People were talking about Turkmenistan the next day. Around noon, Haley and I were sitting in the compound’s cafeteria with Camille, one of Haley’s friends and a Heroes League recruit. We’d taken the van to Castle Rock’s Catholic church—St. Francis of Assisi.
I still wasn’t sure if that had been a good idea.
We’d gone as ourselves, and not in costume. All it would have taken to blow our identities was pictures placing us near the very well publicized Stapledon summer program while the Rocket wasn’t appearing much in Grand Lake.
Still, the Castle Rock church was on the list of churches that the program said were safe, so we went.
Don’t ask me what made them safe. Given the program’s reliance on mental blocks for it’s students, I probably wouldn’t be happy to know.
Camille put down her fork. “So what’s going on in Turkmenistan? I overheard people talking about it, and haven’t had a chance to ask anybody because nobody was up when I got up. Back home we go to the eleven o’clock mass. I can’t believe you dragged me to the nine-thirty.”
Dark haired with light brown skin, Camille still wore the blue dress she’d worn to church. She didn’t look particularly angry. Smiling brightly for a moment, she said, “So, Turkmenistan?”
I didn’t know. I’d seen the news, but the brief touch I’d had with Daniel’s mind last night told me I didn’t know half of what I needed to.
“Well,” I said, “all I know is that since after their last president some kind of supergroup took over. Only now there’s some kind of resistance to their rule, and last night their fire guy burned down a few city blocks trying to take out the opposition. It got attention because it was all residential, so he killed hundreds of people.”
She shook her head. “That’s awful. Is the government doing anything about it?”
“I don’t think so. Not yet, anyway.” I looked down at my plate. Today’s lunch turned out to be some kind of curry with beef in a reddish sauce over rice. It wasn’t something I’d order, but even if it was a little spicy, it was good—whatever it was.
Haley shook her head. “No. They’re not doing anything. It doesn’t seem like they ever do anything with that.”
Camille glanced to the right and left of us. None of the people at the other tables appeared to be watching us. Lowering her voice, she asked, “What about people here? Are they going to do something?”
I opened my mouth to explain, but didn’t get the chance. Haley said, “It’s another one.”
I turned to look at her. “Another what?”
Haley’s lips tightened. “Another thing they wouldn’t know unless they grew up in the League.”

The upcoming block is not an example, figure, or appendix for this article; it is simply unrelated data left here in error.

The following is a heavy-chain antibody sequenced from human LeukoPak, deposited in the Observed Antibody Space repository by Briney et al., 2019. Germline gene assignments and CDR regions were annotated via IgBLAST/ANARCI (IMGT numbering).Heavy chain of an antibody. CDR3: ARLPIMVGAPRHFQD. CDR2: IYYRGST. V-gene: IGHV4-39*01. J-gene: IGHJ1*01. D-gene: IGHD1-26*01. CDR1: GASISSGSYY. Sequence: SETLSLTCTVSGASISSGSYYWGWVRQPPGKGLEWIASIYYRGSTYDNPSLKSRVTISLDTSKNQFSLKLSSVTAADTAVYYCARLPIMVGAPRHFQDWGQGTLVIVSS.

I considered pointing out that none of us had technically grown up in the League since the League hadn’t existed since 1983 when our grandparents had dissolved it. I didn’t, because while true, we’d all grown up around our grandparents. Camille’s grandfather had been a follower of Red Lightning—a supervillain by that point.
I said, “I’m pretty sure it’s supposed to be public knowledge.”
Camille’s eyes darted between Haley and I. “As cute as it is that both of you know what you’re talking about, I still don’t.”
Haley sighed and looked like she might be trying to think of a way to explain.
I said, “It’s that heroes don’t operate outside the United States without permission. It never really makes the situation better. Even when US vigilantes ignore the government’s opinion, everyone assumes they’re working for the US anyway. Except then the government’s got to step in and clean up their messes. At that point, you’re basically letting people with powers set the US’s foreign policy. That’s not a good thing, So, the government and all the major hero organizations have an arrangement that vigilante justice stops at the water’s edge.”
Camille cocked her head and looked at me. “Well, that does explain things, but I can’t believe that vigilantes like Vengeance would follow directions like that.”
I nodded. “They don’t, but if they don’t, they often find they get visits from US heroes who beat the crap out of them. Plus, I hear that even the ones that can’t possibly be working for the US have some kind of secret arrangement with our government or a friendly government.”
Camille didn’t say anything for a moment, but then she said, “So then the resistance in Turkmenistan might be ours.”
Haley and I both looked at each other. Haley said, “I don’t think so—“ At same time, I said, “I don’t think any of them are US citizens. Anyway I’ve never heard that anyone’s gone over there…”
Camille didn’t let either of us finish. “I hope someone does. What’s the use of having abilities like this, and not being able to do something about the really bad things in the world?”
“Exactly,” a voice said. I didn’t recognize it.
When I turned my head toward its source, I saw a big blond guy that could have been used for Nazi recruitment posters or to play Captain America in a movie. Weird, how they both went after the same look.
He was holding a tray of food, and wore a dark pink buttoned down shirt and a black tie that hinted he might have gone to church too. “Mind if I sit down?”
At that moment I recognized him as an upperclassman even if I didn’t know his name.
“I’m Gordon,” he said. “You fought my younger brother Gifford yesterday.”